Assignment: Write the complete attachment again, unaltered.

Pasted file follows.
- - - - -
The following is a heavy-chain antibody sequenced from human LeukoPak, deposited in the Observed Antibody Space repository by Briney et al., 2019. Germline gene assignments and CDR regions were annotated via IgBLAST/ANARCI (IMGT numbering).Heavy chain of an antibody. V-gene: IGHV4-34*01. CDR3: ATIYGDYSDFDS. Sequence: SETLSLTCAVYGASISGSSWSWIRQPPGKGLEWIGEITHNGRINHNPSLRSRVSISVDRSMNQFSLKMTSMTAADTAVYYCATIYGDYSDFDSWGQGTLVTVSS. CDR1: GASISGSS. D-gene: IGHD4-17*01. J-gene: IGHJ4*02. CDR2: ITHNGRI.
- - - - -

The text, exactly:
The following is a heavy-chain antibody sequenced from human LeukoPak, deposited in the Observed Antibody Space repository by Briney et al., 2019. Germline gene assignments and CDR regions were annotated via IgBLAST/ANARCI (IMGT numbering).Heavy chain of an antibody. V-gene: IGHV4-34*01. CDR3: ATIYGDYSDFDS. Sequence: SETLSLTCAVYGASISGSSWSWIRQPPGKGLEWIGEITHNGRINHNPSLRSRVSISVDRSMNQFSLKMTSMTAADTAVYYCATIYGDYSDFDSWGQGTLVTVSS. CDR1: GASISGSS. D-gene: IGHD4-17*01. J-gene: IGHJ4*02. CDR2: ITHNGRI.